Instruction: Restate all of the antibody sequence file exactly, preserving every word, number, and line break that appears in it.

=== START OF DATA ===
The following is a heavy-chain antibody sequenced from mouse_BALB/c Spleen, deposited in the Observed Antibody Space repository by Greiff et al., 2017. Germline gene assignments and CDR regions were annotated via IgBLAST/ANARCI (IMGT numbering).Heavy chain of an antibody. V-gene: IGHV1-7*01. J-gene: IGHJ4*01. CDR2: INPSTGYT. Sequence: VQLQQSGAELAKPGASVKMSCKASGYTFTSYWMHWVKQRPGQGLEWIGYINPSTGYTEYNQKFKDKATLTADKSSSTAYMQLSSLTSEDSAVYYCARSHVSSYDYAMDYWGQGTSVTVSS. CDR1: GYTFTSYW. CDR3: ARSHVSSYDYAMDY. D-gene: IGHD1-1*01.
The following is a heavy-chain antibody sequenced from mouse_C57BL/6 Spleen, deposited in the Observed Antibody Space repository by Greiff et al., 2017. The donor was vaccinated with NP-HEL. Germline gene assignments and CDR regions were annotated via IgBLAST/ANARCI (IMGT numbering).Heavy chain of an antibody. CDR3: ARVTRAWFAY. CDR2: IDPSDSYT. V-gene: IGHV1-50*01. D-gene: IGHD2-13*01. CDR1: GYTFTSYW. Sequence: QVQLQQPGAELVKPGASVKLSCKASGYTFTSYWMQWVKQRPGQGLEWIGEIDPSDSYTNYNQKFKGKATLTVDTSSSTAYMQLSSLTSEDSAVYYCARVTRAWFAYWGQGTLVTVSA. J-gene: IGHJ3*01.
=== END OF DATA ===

The following is a heavy-chain antibody sequenced from mouse_BALB/c Spleen, deposited in the Observed Antibody Space repository by Greiff et al., 2017. Germline gene assignments and CDR regions were annotated via IgBLAST/ANARCI (IMGT numbering).Heavy chain of an antibody. V-gene: IGHV1-7*01. J-gene: IGHJ4*01. CDR2: INPSTGYT. Sequence: VQLQQSGAELAKPGASVKMSCKASGYTFTSYWMHWVKQRPGQGLEWIGYINPSTGYTEYNQKFKDKATLTADKSSSTAYMQLSSLTSEDSAVYYCARSHVSSYDYAMDYWGQGTSVTVSS. CDR1: GYTFTSYW. CDR3: ARSHVSSYDYAMDY. D-gene: IGHD1-1*01.
The following is a heavy-chain antibody sequenced from mouse_C57BL/6 Spleen, deposited in the Observed Antibody Space repository by Greiff et al., 2017. The donor was vaccinated with NP-HEL. Germline gene assignments and CDR regions were annotated via IgBLAST/ANARCI (IMGT numbering).Heavy chain of an antibody. CDR3: ARVTRAWFAY. CDR2: IDPSDSYT. V-gene: IGHV1-50*01. D-gene: IGHD2-13*01. CDR1: GYTFTSYW. Sequence: QVQLQQPGAELVKPGASVKLSCKASGYTFTSYWMQWVKQRPGQGLEWIGEIDPSDSYTNYNQKFKGKATLTVDTSSSTAYMQLSSLTSEDSAVYYCARVTRAWFAYWGQGTLVTVSA. J-gene: IGHJ3*01.